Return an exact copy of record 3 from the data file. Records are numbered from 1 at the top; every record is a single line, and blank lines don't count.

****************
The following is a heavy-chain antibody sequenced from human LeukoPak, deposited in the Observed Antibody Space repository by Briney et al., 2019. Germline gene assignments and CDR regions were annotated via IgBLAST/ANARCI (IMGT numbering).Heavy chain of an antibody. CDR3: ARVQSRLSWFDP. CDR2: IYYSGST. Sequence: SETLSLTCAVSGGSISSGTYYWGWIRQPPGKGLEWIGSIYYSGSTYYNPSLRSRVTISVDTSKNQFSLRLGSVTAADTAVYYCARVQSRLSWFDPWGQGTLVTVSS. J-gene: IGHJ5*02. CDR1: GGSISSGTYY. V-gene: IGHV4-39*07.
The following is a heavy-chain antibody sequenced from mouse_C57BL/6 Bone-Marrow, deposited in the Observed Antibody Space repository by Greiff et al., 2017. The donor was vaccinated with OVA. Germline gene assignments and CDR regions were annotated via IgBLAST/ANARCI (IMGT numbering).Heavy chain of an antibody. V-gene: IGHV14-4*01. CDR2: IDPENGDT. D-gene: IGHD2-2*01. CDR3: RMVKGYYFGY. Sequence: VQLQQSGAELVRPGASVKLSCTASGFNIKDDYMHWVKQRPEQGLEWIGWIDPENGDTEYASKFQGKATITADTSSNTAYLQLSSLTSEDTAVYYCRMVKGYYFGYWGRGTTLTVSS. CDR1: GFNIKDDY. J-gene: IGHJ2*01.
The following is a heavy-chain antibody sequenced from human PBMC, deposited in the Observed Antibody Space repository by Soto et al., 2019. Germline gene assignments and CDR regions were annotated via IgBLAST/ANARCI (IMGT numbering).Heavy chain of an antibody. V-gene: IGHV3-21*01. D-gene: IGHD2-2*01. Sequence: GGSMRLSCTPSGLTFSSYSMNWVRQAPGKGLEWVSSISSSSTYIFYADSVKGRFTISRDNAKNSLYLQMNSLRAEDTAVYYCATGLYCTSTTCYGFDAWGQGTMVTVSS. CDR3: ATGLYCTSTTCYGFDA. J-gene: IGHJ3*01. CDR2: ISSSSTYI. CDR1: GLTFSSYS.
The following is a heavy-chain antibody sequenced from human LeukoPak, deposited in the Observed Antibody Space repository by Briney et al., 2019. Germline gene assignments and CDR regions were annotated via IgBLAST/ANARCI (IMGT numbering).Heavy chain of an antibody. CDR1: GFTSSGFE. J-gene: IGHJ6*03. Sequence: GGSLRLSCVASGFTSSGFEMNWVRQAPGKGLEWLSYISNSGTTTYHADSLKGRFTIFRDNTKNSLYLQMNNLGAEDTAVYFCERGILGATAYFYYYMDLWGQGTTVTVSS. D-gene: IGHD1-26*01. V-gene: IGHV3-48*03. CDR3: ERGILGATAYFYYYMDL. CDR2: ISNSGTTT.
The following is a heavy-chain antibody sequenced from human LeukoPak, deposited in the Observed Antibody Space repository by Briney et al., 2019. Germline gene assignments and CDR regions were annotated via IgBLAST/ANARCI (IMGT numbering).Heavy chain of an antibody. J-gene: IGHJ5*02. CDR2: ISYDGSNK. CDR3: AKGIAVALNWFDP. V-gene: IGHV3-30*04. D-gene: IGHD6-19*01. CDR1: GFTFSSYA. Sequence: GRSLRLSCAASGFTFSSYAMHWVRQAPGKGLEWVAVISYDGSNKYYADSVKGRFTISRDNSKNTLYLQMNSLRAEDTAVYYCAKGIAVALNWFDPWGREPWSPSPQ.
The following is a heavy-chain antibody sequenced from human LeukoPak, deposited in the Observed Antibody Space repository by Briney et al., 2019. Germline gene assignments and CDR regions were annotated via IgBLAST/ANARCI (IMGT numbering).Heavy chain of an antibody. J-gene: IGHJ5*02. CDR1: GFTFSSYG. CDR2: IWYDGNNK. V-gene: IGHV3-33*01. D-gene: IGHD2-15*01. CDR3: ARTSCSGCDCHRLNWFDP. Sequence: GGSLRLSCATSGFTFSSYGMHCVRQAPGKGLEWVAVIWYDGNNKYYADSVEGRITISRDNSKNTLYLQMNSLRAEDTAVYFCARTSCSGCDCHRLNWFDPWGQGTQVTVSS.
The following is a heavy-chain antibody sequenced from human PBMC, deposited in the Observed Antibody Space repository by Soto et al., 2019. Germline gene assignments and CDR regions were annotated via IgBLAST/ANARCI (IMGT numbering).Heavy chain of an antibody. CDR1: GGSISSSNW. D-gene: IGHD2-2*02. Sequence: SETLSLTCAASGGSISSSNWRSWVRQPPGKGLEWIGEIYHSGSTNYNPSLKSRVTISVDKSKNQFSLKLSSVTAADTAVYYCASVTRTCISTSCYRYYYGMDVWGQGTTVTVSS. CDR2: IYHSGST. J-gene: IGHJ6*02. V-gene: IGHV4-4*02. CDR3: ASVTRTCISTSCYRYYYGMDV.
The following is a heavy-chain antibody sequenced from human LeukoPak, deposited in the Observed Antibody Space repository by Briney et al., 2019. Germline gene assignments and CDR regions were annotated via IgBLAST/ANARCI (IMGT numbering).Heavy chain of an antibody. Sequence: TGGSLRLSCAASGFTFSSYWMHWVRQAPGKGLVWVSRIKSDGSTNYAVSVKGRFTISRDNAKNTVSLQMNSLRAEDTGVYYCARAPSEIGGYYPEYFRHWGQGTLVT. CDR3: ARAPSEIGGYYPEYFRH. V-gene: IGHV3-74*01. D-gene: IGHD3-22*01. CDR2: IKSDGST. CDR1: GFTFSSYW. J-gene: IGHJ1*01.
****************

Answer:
The following is a heavy-chain antibody sequenced from human PBMC, deposited in the Observed Antibody Space repository by Soto et al., 2019. Germline gene assignments and CDR regions were annotated via IgBLAST/ANARCI (IMGT numbering).Heavy chain of an antibody. V-gene: IGHV3-21*01. D-gene: IGHD2-2*01. Sequence: GGSMRLSCTPSGLTFSSYSMNWVRQAPGKGLEWVSSISSSSTYIFYADSVKGRFTISRDNAKNSLYLQMNSLRAEDTAVYYCATGLYCTSTTCYGFDAWGQGTMVTVSS. CDR3: ATGLYCTSTTCYGFDA. J-gene: IGHJ3*01. CDR2: ISSSSTYI. CDR1: GLTFSSYS.